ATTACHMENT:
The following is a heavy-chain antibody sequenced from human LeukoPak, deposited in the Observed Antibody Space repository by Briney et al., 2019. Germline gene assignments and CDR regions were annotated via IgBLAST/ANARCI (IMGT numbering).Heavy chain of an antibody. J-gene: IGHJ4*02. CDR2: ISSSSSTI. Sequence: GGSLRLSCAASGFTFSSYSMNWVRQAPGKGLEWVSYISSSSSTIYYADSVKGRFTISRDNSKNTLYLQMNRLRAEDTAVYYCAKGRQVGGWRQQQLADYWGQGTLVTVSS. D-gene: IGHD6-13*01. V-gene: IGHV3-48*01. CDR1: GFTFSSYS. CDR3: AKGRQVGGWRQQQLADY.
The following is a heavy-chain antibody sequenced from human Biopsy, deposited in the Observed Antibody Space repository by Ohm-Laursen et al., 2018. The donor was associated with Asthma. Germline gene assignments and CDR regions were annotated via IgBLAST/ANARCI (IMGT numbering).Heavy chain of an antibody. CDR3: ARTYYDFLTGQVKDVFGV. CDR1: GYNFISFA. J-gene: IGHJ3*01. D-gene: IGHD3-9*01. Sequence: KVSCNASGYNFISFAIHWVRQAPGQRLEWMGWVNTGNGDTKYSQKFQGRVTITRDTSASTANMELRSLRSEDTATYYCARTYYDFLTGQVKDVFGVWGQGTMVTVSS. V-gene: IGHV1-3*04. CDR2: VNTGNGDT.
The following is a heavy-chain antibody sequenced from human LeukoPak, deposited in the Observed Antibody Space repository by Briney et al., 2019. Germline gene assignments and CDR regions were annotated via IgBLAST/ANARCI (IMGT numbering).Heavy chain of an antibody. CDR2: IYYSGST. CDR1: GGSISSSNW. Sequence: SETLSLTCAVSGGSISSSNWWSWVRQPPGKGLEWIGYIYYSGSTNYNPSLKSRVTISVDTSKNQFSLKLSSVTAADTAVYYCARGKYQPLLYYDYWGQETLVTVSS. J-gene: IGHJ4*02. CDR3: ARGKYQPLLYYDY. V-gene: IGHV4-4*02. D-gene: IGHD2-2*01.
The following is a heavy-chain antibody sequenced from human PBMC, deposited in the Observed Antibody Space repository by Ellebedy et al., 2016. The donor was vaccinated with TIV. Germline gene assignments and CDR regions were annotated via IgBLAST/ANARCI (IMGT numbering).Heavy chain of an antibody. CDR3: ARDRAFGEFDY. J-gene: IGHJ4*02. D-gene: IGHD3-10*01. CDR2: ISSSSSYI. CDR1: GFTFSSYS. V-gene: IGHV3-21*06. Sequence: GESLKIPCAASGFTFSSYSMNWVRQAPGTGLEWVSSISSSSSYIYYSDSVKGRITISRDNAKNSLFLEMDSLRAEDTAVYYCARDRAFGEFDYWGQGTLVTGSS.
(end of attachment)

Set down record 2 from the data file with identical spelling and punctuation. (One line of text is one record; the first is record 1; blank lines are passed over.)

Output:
The following is a heavy-chain antibody sequenced from human Biopsy, deposited in the Observed Antibody Space repository by Ohm-Laursen et al., 2018. The donor was associated with Asthma. Germline gene assignments and CDR regions were annotated via IgBLAST/ANARCI (IMGT numbering).Heavy chain of an antibody. CDR3: ARTYYDFLTGQVKDVFGV. CDR1: GYNFISFA. J-gene: IGHJ3*01. D-gene: IGHD3-9*01. Sequence: KVSCNASGYNFISFAIHWVRQAPGQRLEWMGWVNTGNGDTKYSQKFQGRVTITRDTSASTANMELRSLRSEDTATYYCARTYYDFLTGQVKDVFGVWGQGTMVTVSS. V-gene: IGHV1-3*04. CDR2: VNTGNGDT.